Vyleta's new novel is The Quiet Twin.
Early this month I asked him what he was reading. His reply:
Larry McMurtry’s Comanche Moon. I grew up watching John Ford Westerns, dubbed into German that is, which seems a little strange now, but felt entirely natural then. John Wayne was much revered in my house: to my parents who had fled communist Czechoslovakia his characters’ gruff non-conformism must have symbolized something, a mode of life and Weltanschauung denoted in our house by a puzzling one-word cipher: západ -- the occident, the west.Visit Dan Vyleta's website and learn more about The Quiet Twin.
Larry McMurtry’s west is a different beast from Ford’s. Here, too, are the endless skies of Texas, the same yearning for the open prairie. But where Ford’s cowboys and pistoleros remain, at bottom, inscrutable, McMurtry takes the lids off his characters’ souls (if souls be pots), uncovering their motivations. He does so doggedly, with little literary affectation. The results are startling. Omniscience is an elevated point of view: we gaze with God. In other hands such total access to the petty currents of human desire might breed contempt; in McMurtry’s it breeds identification and compassion. It also wakes a yearning. What connects the many characters who people McMurtry’s prose is a shared freshness of perspective. Few of them can read; there is no radio or television that could impress on them their interpretations of the world. Their sense of reality has been shaped solely by their own encounters with life. As a result their vision is limited and often faulty, sometimes in ways that are laughable. For this reader, though, staring back into their lives, a sense of envy stirs for the freshness of their experience. In their struggle to penetrate to the truth of a thing, they do all their own digging. Google does not lend a hand.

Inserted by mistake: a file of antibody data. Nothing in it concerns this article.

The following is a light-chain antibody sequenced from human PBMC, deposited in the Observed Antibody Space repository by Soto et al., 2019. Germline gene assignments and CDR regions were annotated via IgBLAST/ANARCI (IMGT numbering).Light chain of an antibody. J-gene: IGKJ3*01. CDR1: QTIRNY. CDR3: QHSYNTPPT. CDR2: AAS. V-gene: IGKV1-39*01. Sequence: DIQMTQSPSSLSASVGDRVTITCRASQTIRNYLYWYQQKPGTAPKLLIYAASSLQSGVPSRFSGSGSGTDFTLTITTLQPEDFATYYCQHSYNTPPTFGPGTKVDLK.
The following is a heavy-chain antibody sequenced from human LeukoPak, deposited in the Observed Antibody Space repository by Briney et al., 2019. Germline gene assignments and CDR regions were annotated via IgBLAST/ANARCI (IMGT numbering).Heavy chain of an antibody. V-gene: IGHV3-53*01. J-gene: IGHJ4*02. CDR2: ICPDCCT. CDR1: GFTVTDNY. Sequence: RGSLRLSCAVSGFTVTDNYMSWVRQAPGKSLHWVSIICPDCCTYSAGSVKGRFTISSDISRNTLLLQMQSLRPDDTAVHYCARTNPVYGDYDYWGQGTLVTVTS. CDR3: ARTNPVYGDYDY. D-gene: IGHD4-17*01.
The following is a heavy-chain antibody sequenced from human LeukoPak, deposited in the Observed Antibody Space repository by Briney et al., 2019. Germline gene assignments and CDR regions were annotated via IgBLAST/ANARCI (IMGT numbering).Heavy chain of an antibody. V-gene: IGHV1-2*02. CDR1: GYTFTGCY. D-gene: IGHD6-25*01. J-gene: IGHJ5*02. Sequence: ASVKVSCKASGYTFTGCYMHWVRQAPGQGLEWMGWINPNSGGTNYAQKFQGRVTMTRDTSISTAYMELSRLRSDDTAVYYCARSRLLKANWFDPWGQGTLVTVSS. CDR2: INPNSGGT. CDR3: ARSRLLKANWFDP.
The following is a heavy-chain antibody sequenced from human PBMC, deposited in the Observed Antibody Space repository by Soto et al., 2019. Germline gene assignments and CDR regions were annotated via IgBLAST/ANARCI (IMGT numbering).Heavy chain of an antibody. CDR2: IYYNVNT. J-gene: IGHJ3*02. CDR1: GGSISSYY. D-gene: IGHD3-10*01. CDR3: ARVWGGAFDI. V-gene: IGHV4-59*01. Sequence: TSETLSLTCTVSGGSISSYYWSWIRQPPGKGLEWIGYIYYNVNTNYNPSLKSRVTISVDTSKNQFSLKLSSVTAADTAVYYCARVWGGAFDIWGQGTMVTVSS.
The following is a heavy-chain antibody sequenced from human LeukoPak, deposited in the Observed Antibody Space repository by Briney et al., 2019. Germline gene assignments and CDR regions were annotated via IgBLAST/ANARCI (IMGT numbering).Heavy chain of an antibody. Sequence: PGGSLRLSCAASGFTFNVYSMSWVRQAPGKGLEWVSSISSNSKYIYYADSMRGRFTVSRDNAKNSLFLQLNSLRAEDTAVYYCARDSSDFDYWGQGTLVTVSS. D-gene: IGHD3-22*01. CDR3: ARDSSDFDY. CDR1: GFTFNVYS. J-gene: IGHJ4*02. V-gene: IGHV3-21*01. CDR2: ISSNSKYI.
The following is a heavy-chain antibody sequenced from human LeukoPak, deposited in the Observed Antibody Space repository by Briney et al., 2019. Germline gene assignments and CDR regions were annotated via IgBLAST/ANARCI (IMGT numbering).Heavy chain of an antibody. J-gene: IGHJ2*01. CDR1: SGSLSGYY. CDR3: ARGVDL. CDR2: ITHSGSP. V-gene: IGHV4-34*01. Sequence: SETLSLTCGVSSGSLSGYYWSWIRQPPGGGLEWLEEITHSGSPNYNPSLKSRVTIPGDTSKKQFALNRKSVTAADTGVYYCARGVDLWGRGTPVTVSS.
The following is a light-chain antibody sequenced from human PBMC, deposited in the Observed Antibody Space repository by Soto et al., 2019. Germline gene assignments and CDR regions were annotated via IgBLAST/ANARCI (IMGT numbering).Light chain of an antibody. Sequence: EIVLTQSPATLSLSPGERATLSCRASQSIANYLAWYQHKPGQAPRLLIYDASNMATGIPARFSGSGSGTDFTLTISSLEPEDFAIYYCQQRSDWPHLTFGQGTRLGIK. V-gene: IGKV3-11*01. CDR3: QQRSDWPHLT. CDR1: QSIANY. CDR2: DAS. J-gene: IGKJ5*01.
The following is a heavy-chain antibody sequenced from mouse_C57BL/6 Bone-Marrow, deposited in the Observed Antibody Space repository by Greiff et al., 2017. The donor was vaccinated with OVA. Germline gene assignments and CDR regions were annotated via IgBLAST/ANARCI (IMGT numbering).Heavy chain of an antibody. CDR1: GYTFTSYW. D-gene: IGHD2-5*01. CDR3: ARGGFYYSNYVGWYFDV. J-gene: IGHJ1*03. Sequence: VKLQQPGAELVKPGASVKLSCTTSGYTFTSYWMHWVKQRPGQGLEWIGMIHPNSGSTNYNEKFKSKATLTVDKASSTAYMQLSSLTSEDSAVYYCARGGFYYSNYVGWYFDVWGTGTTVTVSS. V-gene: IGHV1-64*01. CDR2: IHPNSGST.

See Vyleta's top 10 list of books in second languages.